Before launching a social media marketing campaign, consider the following: Be sure you disclose what information you collect from your audience, why you collect it, and how you use that information. Does your marketing campaign or website use “cookies”? If so, disclose it. If you do not know, ask your web developer (or someone else who could explain this practice to you), then disclose accurately what your site uses. Does your marketing campaign target children? If not, be sure to address this honestly- for example by prohibiting use of your site by children under the age of 13. If so, be sure you comply with the Children’s Online Privacy Protection Act. It would be a good idea to have a lawyer review your policies or advise how to comply with this law. Always remember to contact an attorney if you have any specific questions or...

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Trademarks 101 PART 5 — Avoiding Mistakes in the Trademark Process by Assessing the Likelihood of Confusion

Posted by on Nov 7, 2013 in Intellectual Property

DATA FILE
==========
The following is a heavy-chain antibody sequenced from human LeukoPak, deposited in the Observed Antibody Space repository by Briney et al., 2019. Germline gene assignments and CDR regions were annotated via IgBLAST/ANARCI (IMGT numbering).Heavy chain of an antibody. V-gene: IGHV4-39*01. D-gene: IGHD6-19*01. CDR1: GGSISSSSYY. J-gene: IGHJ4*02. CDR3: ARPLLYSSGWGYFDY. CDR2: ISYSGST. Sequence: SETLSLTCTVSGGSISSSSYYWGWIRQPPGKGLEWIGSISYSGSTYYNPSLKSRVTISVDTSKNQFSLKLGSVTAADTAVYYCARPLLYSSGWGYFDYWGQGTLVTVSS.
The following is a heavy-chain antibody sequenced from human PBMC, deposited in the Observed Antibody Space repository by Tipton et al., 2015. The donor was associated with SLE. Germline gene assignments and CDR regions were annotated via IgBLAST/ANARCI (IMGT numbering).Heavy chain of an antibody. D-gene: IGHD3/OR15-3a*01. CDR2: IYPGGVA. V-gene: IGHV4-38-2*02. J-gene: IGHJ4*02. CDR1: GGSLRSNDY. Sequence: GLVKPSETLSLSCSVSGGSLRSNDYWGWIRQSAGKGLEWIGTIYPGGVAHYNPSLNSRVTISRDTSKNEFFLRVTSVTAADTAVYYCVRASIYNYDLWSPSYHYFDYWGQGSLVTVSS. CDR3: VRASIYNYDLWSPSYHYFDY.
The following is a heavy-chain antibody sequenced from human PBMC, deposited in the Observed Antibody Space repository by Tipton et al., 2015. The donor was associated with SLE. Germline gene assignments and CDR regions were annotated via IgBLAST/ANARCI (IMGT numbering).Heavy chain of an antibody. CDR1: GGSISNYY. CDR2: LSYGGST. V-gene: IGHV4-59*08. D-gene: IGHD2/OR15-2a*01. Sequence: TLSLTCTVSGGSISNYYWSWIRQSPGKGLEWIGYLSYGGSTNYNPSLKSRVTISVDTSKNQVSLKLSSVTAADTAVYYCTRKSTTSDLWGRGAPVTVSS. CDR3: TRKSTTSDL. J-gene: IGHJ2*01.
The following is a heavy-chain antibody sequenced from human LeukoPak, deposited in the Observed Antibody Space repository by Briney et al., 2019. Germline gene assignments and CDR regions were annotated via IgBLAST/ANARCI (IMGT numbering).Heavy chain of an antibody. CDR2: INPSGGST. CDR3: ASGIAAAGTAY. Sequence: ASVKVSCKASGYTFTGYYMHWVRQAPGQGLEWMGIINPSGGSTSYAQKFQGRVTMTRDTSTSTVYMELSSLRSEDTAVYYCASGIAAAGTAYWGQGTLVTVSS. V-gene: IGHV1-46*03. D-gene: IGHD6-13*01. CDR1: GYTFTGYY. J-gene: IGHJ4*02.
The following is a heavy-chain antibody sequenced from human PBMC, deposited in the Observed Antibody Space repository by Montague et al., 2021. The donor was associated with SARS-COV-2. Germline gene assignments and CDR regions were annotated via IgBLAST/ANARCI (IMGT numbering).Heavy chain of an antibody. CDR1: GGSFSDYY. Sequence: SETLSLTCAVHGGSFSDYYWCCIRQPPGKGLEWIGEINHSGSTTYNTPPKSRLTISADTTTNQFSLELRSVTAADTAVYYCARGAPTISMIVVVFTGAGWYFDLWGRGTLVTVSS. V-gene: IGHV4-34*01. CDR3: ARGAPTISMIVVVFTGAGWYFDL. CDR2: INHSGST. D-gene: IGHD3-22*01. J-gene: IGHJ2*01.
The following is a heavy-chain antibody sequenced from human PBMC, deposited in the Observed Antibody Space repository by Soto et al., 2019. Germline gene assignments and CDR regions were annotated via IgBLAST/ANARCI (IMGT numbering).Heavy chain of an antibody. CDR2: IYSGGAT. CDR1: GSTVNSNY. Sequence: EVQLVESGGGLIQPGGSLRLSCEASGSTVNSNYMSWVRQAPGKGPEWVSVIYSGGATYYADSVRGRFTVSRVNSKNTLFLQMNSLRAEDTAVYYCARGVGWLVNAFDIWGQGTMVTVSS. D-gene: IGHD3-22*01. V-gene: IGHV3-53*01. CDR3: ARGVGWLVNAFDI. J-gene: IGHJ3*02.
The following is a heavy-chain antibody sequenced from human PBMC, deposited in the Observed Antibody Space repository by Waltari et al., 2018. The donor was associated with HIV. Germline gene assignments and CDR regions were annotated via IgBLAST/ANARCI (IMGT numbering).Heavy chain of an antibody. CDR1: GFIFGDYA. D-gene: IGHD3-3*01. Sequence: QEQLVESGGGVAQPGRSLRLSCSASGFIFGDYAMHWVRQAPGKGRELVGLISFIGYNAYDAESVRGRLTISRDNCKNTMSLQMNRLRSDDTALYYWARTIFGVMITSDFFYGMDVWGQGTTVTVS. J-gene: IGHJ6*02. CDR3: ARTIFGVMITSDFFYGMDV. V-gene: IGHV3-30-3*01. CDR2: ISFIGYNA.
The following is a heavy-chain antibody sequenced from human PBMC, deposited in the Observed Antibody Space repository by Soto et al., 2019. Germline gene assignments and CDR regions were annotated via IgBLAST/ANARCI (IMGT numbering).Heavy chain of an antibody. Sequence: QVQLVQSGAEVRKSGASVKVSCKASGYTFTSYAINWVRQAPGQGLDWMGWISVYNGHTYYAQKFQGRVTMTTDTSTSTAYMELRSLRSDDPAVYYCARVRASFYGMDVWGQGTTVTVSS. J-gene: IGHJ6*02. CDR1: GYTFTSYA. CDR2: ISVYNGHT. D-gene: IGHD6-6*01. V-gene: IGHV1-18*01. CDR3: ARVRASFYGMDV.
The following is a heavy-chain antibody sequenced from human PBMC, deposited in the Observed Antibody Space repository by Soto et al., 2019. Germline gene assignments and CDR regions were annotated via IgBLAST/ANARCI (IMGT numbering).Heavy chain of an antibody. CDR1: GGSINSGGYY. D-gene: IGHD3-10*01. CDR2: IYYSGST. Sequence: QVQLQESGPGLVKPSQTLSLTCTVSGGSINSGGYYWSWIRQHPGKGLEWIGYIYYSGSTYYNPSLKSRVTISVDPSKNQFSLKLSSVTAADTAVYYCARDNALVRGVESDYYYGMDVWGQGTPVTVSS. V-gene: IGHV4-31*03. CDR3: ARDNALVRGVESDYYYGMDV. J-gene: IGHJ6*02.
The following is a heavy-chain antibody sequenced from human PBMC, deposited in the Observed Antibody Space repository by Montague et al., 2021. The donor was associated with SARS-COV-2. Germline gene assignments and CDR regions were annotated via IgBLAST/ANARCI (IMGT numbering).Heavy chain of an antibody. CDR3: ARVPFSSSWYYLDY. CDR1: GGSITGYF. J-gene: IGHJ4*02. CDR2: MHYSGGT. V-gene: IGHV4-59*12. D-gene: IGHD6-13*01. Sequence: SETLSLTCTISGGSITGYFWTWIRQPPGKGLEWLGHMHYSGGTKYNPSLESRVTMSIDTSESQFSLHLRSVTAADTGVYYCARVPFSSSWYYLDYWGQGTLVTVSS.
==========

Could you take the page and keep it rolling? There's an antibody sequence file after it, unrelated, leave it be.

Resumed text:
So, startups and entrepreneurs, you think your trademark situation is totally cool because you conducted a full trademark search, right? Wrong. Well, at least not necessarily… Sometimes even a full trademark search isn’t enough because it often doesn’t reveal important details about the actual use of a trademark in the marketplace. In order to assess the likelihood of confusion and the level of risk associated with a third party’s trademark that may potentially conflict with yours, you should determine the nature and extent of any potentially conflicting trademark’s use. “Likelihood of confusion” is the crucial test in trademark infringement and unfair competition claims. Although there is some variation among our circuit courts of appeal, there are similar factors that are generally considered when assessing the likelihood of confusion with a potentially conflicting third-party trademark. Some important factors to assess with regard to a potentially conflicting mark’s use are: The length of time the third party mark has been in use The goods or services for which the mark is used The representative consumer of the good or service The price point of the good or service Finally, one other important factor to assess is the third party’s history of trademark enforcement—If the third party has a history of active litigation regarding trademark infringement or unfair competition, you may really want to think twice before pursuing a mark that could potentially conflict or be confused with that mark. Because basic internet searches may not be sufficient to determine the information needed to fully assess the use of a third party’s mark, it may be advisable to engage a trademark investigator to do the job—those do exist. And, as always, please consult a trademark attorney if you’re interested in protecting your image or brand or you find this discussion murky and...